The Cape

     Seals. A lot of seals, watching me watch them. That’s what I remember of Cape Cod National Seashore: miles and miles of lonely beach, watched over by seals in the fall, after the people go home.
     This place would be a nightmare today had JFK not insisted upon making it a National Seashore. Doing so was one of his great achievements in office. The only one I can recall, actually, and I remember those days.
     Far down the foggy beach a few minutes before sunrise a woman walks a dog. Far in the other direction someone walks alone: the only signs of life, aside from me and my dogs and the seals, and the ocean, doing what the ocean does.
     The seals’ doglike whiskered faces float above the waves, interested but not concerned about what we land animals are doing. There are 20, 30 of them, all gazing at us from 20 yards offshore. The dogs have no interest in them.
     I wade into the surf, a step at a time, to get as close to the seals as possible. Why? Beats me. To get a closer look at their faces.
     All at once every seal ducks and disappears. They resurface farther out, line up again, watching me, and let the waves wash them closer. This happens every day for a week. The same seals? Beats me. It’s a good memory, though. I wouldn’t mind if it’s the last one I have before I check out.
     Actually, I have two more memories of Cape Cod, from 40 years ago.
     I was playing lead alto in a show band. It was summer and the beaches were clogged with tourists. Not pleasant at all. We didn’t get much beach time anyway, practicing in the day, playing shows at night. There were some good players in that band. We were all around 21, 23. Bernie, the conductor, was twice as old as us.
     One afternoon Bernie went off on us, hollering about how unprofessional it was to get high before we played. I don’t know what set him off. Yickety yickety yack, he hollered. At intermission that night the second alto and I stepped out to get high and saw Bernie leaning against the back wall of the theater, taking a long pull from a half pint of vodka. He sighed – we could feel him sigh from far away – and he tucked the bottle back into the inside pocket of his tux.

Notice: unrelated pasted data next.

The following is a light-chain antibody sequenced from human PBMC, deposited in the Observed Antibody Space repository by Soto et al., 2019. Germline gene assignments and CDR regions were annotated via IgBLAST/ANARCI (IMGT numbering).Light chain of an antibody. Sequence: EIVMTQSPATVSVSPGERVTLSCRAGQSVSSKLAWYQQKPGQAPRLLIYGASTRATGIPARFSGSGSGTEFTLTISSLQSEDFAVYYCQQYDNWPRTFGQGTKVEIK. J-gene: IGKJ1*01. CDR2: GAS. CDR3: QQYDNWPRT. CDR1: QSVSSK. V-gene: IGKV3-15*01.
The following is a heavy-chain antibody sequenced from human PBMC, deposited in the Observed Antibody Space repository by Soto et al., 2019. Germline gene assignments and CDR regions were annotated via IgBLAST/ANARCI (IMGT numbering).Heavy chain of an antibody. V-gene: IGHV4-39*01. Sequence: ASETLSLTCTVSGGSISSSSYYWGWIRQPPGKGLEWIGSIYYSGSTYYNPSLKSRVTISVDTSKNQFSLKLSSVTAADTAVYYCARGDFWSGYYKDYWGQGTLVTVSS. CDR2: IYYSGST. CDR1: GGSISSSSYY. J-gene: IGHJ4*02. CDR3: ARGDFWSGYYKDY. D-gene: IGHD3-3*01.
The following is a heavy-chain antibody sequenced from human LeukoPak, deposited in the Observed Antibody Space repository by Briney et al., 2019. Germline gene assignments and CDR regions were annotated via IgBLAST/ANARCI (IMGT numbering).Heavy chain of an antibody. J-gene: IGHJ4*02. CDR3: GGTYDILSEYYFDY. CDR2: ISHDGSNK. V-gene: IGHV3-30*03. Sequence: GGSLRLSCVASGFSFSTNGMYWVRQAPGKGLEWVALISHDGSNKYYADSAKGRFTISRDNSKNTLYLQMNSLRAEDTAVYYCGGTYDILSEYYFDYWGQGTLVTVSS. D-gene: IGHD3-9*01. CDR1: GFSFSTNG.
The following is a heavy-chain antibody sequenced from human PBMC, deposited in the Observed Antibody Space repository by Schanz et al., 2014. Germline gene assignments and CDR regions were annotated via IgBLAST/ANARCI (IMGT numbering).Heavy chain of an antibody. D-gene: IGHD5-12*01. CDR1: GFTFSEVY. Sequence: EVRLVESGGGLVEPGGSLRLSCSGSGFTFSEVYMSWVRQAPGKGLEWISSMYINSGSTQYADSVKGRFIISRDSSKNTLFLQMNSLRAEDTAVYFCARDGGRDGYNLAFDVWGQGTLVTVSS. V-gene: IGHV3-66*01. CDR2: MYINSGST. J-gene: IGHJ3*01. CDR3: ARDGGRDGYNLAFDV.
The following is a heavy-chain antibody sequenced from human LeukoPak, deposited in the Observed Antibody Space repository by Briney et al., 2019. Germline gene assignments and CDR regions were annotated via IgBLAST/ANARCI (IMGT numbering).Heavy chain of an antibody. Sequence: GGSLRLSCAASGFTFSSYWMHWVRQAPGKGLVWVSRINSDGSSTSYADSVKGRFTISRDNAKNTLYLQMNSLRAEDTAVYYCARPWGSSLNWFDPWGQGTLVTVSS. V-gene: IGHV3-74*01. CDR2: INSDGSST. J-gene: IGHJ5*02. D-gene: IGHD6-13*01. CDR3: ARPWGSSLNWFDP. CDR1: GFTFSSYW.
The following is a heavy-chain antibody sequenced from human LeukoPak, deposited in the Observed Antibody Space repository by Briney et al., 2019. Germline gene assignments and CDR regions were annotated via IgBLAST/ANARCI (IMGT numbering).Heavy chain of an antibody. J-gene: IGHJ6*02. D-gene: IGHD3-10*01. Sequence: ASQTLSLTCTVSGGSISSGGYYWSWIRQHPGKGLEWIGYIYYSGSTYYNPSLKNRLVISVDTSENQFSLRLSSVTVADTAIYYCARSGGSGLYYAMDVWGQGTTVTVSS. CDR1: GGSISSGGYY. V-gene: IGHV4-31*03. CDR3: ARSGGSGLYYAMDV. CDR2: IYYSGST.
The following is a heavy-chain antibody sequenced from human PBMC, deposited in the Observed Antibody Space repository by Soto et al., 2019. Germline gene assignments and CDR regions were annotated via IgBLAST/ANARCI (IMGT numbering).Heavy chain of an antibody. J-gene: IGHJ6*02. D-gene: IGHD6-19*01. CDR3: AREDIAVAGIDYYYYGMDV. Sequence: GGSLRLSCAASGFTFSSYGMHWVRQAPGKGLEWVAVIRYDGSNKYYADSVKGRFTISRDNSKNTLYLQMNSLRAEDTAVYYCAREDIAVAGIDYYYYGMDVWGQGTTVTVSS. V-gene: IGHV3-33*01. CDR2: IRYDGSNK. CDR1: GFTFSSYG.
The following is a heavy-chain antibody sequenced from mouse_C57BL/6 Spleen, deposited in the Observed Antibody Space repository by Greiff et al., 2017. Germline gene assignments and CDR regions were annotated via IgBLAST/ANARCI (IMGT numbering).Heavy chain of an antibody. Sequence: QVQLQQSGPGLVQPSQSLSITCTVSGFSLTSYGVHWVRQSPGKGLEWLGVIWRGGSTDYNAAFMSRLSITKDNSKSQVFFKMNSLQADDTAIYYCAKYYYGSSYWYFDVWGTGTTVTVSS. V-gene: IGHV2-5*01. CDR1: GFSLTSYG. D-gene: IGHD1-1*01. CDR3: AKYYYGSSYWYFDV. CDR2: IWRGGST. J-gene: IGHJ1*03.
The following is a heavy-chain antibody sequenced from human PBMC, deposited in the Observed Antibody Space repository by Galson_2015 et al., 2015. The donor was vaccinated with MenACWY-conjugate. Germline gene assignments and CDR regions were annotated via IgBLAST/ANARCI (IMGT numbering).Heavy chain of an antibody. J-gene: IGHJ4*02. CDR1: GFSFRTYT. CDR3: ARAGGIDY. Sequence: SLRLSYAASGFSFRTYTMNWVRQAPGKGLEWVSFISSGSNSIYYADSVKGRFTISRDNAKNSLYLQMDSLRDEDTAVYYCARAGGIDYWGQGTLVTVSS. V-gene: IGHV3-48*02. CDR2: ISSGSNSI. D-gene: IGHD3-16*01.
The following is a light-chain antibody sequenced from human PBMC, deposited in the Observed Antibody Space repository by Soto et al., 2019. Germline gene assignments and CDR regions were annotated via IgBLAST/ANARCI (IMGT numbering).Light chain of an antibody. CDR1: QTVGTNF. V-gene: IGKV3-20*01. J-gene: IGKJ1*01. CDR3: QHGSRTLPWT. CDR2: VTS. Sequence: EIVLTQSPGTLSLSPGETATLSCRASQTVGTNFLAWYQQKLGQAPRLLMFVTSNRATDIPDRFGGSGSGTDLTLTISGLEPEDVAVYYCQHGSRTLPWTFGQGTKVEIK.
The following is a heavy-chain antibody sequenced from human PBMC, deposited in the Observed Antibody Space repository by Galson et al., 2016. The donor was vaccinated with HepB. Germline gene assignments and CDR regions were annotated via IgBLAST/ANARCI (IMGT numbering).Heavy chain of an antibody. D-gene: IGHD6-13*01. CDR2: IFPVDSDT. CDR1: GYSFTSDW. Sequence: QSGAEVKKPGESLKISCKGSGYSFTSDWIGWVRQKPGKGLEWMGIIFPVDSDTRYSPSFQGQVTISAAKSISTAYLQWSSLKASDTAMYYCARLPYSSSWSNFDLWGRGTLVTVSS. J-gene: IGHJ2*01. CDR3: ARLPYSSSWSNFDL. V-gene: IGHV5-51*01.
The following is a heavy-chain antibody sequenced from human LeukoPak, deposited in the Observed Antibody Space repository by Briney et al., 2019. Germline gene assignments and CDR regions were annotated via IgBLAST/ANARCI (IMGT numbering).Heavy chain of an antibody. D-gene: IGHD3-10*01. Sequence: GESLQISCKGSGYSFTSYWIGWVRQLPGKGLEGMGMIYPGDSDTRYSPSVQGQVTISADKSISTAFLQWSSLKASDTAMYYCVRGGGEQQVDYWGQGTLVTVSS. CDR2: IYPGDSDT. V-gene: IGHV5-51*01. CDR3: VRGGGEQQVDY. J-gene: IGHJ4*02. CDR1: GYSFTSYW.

It was the summer of “Jaws.” The whole country was nuts for the movie, millions holding their breath, waiting to see who the sharks would eat next, off Cape Cod.
     At one scene in “A Funny Thing Happened on the Way to the Forum,” Pseudolus introduces a song by saying, “Listen!” A muted trombone says, “Doo-wah,” and the song begins.
     The trombone has about 60 bars rest before that part. Well, one night Pseudolus said, “Listen!” and Bernie gave Lou the trombonist his cue. But Lou was immersed in a paperback copy of “Jaws,” reading it by the little light on his music stand.
     “Lou!” Bernie hissed. “Psst! Lou!” All the actors were frozen on stage.
     Everyone in the audience saw what was happening.
     “Lou, goddamnit!” Bernie said.
     The second trombone elbowed Lou in the shoulder.
     And Lou, without looking up, elbowed him back.
     Then Lou looked up. “Gblah!” Lou said. He dropped “Jaws,” whipped his trombone to his lips and played, “Doo-wah!” …
     I doubt if I’ve thought of that four times in 40 years, but I can see it now: the little pool of light on the pages of “Jaws” as Bernie growls, “Lou, goddamnit!” the entire band trying not to laugh.
     Not much else to do on this empty beach in autumn but remember things from long ago … watch the ocean glow as the sun comes up … watch the seals.

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